Be­fore the Elephants Scream

South Asia is in­creas­ingly vul­ner­a­ble to nat­u­ral dis­as­ters. Will coun­tries in the re­gion ever learn from their mis­takes?

Southasia - - Contents - By Haseeb Ah­san

It is com­mon for de­vel­oped coun­tries like the United States, to in­vest mil­lions of dol­lars to mit­i­gate dis­as­trous ef­fects on their lands. In early 2005, the U.S Gov­ern­ment in­vested 37.5 mil­lion dol­lars to up­grade its Tsunami warn­ing sys­tem. On the other hand, though vic­tims of dev­as­tat­ing nat­u­ral dis­as­ters year in and year out, de­vel­op­ing coun­tries have in­vested very lit­tle in this area.

Nat­u­ral dis­as­ters come in 2 cat­e­gories - ‘Hy­dro-me­te­o­ro­log­i­cal’ that in­cludes floods, droughts and storms and ‘Geo-phys­i­cal,’ which in­cludes earth­quakes, vol­canic erup­tions and tsunamis. The dif­fer­ences re­flect the scale of im­pact and other tech­ni­cal cir­cum­stances. Since 1985, the num­bers of nat­u­ral dis­as­ters in South Asian coun­tries have dou­bled. Global cli­mate change may be the cause but the need to de­vise a strat­egy and min­i­mize the dam­ages caused by nat­u­ral dis­as­ters has never been more ur­gent.

Any nat­u­ral dis­as­ter af­fects the lives of those re­sid­ing in the area se­verely and in­stantly. Apart from the loss of lives, this can en­tail a loss of phys­i­cal in­tegrity, as­sets, jobs, busi­nesses and live­stock, caus­ing in­juries and dis­abil­i­ties. The global cost of nat­u­ral dis­as­ters has risen 15 times as op­posed to a decade be­fore. Con­se­quently, on-go­ing de­vel­op­ment projects im­me­di­ately come to a halt.

In re­cent years, South Asian coun­tries have taken ini­tia­tive and formed the SAARC Dis­as­ter Man­age­ment Cen­ter. This cen­ter will serve all eight SAARC coun­tries and will in­clude pro­fes­sion­als work­ing to re­duce risks as­so­ci­ated with nat­u­ral dis­as­ters. The cen­ter is also re­spon­si­ble for con­duct­ing public aware­ness cam­paigns, train­ing pro­grams and fa­cil­i­tat­ing re­search stud­ies in the same area. The idea is to es­tab­lish a com­mon dis­as­ter man­age­ment sys­tem across the re­gion so that the af­ter-ef­fects can be min­i­mized.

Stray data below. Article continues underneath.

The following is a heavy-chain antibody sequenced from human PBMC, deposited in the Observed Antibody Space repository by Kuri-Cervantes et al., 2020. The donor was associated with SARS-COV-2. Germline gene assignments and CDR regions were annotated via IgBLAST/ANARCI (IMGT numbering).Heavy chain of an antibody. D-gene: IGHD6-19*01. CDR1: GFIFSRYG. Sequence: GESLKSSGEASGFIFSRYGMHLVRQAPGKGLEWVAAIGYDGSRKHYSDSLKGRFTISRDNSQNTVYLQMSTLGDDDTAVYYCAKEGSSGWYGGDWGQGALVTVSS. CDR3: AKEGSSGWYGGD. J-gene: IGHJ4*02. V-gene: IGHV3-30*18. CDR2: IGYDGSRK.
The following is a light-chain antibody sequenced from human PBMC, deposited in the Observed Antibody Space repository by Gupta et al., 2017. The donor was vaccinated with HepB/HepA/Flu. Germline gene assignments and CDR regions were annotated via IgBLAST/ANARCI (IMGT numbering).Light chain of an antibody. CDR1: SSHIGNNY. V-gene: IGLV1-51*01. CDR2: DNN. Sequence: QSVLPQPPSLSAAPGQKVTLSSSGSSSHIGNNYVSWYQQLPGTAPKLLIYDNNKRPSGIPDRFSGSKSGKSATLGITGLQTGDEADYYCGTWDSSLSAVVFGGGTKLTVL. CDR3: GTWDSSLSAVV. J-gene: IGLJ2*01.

While nat­u­ral dis­as­ters can­not be pre­vented, prior in­for­ma­tion and prepa­ra­tion can cer­tainly help save valu­able lives and some­times in­fra­struc­ture as well. Cur­rently, it is not within hu­man ca­pa­bil­ity to pre­dict dis­as­ters like earth­quakes or tsunamis but the phe­nom­e­non of pre-warn­ing has been ob­served in an­i­mals. Wildlife ex­perts be­lieve that an­i­mals have deep hear­ing and can judge earth vi­bra­tions much bet­ter than

hu­mans can. Ac­cord­ing to eye­wit­ness ac­counts, be­fore a tsunami strikes, elephants can be seen scream­ing and run­ning to higher grounds. Sim­i­larly, flamin­gos avoid go­ing to their low breed­ing ar­eas and dogs refuse to go out.

Sci­en­tists be­lieve that earth­quakes cre­ate vi­bra­tions in the earth’s crust, which pro­duce elec­tro­mag­netic waves in the at­mos­phere and an­i­mals have the ca­pa­bil­ity to sense this.

Here the call for ac­tion is to in­crease public aware­ness about nat­u­ral dis­as­ters. Many in South Asia are not aware of how to be­have in such sit­u­a­tions. If there is more public aware­ness there will be less ca­su­al­ties and losses.

The way in­for­ma­tion is dis­sem­i­nated is also very im­por­tant. For in­stance, peo­ple on the beaches of Sri Lanka and In­dia were warned by their friends and fam­i­lies to leave, af­ter the tsunami hit In­done­sia and Malaysia. They heard the news on the TV and com­mu­ni­cated the mes­sage to oth­ers on the phone. If a more elab­o­rate com­mu­ni­ca­tion sys­tem can be built then pre­cious lives can be saved.

An­other wor­ry­ing ob­ser­va­tion from the death toll of nat­u­ral dis­as­ters is that women are more af­fected than men and the ra­tio is al­most 1:3. Women in less de­vel­oped coun­tries are less ex­posed to phys­i­cal ac­tiv­i­ties such as sports, ex­er­cise, and train­ing. They have less aware­ness of how to act in case of an emer­gency. Here mo­ti­va­tional change in fe­male cir­cles is acutely re­quired.

Ac­cord­ing to SAARC es­ti­mates, around 290,000 peo­ple have died in South Asia be­tween 1990 and 2009 due to nat­u­ral dis­as­ters. Yet coun­tries in the re­gion are still not proac­tive on this is­sue. In 2010, valu­able agri­cul­tural land in Pak­istan was badly dev­as­tated by floods. The neg­li­gence con­tin­ued and in 2011 a de­struc­tive flood re­sulted in more vic­tims, deaths and ru­ined lands.

Stake­hold­ers need to be more proac­tive and take this mat­ter very se­ri­ously. Smart in­vest­ments can mit­i­gate the ef­fects of nat­u­ral dis­as­ters. In­creas­ing public aware­ness, syn­chro­niz­ing com­mu­ni­ca­tion sys­tems and en­forc­ing com­mon dis­as­ter man­age­ment sys­tems can in­crease the prob­a­bil­ity of sav­ing lives.

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